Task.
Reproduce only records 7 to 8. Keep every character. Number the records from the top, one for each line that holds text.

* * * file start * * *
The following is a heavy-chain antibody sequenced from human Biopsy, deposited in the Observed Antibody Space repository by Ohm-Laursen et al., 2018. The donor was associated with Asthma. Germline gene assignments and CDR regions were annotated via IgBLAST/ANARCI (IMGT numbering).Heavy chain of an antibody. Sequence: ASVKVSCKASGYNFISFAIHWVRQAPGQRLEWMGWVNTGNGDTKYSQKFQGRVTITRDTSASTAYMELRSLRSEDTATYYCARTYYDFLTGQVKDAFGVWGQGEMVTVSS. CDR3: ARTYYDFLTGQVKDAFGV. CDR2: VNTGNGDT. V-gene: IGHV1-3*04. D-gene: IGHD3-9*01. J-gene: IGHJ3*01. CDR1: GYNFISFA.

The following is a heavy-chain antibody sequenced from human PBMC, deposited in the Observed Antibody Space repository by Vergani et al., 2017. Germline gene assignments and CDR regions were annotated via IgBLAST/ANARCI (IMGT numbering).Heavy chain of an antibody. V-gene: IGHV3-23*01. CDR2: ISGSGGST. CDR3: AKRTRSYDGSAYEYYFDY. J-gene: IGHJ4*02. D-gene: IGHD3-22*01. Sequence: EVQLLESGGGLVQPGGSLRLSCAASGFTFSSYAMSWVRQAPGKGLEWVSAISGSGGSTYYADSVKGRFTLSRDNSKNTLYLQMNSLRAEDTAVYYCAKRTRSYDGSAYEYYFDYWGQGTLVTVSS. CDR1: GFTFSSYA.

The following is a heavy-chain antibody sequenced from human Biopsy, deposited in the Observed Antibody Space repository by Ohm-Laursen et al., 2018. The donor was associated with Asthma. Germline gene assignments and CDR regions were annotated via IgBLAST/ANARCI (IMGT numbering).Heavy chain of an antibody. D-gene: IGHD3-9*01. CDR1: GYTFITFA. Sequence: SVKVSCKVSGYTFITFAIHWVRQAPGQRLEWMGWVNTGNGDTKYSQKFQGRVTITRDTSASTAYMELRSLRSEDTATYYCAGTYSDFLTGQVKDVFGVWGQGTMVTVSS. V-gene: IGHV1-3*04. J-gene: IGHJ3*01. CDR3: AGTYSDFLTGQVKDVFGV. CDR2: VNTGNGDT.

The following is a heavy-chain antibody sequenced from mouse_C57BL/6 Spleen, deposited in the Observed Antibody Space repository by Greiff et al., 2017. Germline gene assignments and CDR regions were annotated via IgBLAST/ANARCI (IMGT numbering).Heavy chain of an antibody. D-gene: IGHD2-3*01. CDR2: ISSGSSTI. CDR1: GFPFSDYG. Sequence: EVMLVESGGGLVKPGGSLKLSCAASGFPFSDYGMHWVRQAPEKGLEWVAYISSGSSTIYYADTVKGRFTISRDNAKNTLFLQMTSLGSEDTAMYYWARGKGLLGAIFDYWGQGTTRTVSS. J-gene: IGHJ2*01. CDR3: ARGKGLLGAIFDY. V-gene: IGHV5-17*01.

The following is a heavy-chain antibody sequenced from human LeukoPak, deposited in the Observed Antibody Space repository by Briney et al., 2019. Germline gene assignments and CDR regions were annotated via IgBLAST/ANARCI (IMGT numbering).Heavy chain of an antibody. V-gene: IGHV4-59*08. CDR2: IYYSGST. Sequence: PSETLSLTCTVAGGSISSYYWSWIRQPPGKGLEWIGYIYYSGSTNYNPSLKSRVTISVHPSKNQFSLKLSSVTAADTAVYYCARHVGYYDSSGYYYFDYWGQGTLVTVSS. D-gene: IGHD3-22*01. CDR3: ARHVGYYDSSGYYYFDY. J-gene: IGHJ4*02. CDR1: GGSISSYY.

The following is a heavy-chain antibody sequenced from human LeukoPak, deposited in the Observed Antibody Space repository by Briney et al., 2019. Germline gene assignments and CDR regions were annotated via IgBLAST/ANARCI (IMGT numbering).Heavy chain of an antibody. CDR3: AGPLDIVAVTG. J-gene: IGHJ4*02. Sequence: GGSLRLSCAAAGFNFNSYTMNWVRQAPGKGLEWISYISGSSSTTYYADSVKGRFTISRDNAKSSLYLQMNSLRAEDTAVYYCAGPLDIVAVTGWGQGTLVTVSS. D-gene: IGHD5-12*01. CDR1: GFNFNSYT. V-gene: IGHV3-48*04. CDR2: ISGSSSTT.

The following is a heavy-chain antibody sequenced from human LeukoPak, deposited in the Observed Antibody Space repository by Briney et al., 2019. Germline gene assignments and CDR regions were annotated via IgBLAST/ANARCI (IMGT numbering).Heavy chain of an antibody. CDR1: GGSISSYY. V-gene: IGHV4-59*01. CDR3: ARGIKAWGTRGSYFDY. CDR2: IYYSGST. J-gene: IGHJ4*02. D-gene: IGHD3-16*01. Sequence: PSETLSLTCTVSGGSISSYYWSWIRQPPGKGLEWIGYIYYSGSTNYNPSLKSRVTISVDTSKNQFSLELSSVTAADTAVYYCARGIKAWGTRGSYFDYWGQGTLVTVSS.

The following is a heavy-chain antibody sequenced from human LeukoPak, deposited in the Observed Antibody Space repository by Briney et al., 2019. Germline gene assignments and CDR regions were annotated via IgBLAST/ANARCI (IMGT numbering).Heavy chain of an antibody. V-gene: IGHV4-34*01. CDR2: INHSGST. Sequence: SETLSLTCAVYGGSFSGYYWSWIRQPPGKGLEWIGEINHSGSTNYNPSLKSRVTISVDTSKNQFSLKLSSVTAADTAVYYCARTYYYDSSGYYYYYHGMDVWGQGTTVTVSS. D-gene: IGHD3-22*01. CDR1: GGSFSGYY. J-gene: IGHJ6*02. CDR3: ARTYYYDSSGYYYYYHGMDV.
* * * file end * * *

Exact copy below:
The following is a heavy-chain antibody sequenced from human LeukoPak, deposited in the Observed Antibody Space repository by Briney et al., 2019. Germline gene assignments and CDR regions were annotated via IgBLAST/ANARCI (IMGT numbering).Heavy chain of an antibody. CDR1: GGSISSYY. V-gene: IGHV4-59*01. CDR3: ARGIKAWGTRGSYFDY. CDR2: IYYSGST. J-gene: IGHJ4*02. D-gene: IGHD3-16*01. Sequence: PSETLSLTCTVSGGSISSYYWSWIRQPPGKGLEWIGYIYYSGSTNYNPSLKSRVTISVDTSKNQFSLELSSVTAADTAVYYCARGIKAWGTRGSYFDYWGQGTLVTVSS.

The following is a heavy-chain antibody sequenced from human LeukoPak, deposited in the Observed Antibody Space repository by Briney et al., 2019. Germline gene assignments and CDR regions were annotated via IgBLAST/ANARCI (IMGT numbering).Heavy chain of an antibody. V-gene: IGHV4-34*01. CDR2: INHSGST. Sequence: SETLSLTCAVYGGSFSGYYWSWIRQPPGKGLEWIGEINHSGSTNYNPSLKSRVTISVDTSKNQFSLKLSSVTAADTAVYYCARTYYYDSSGYYYYYHGMDVWGQGTTVTVSS. D-gene: IGHD3-22*01. CDR1: GGSFSGYY. J-gene: IGHJ6*02. CDR3: ARTYYYDSSGYYYYYHGMDV.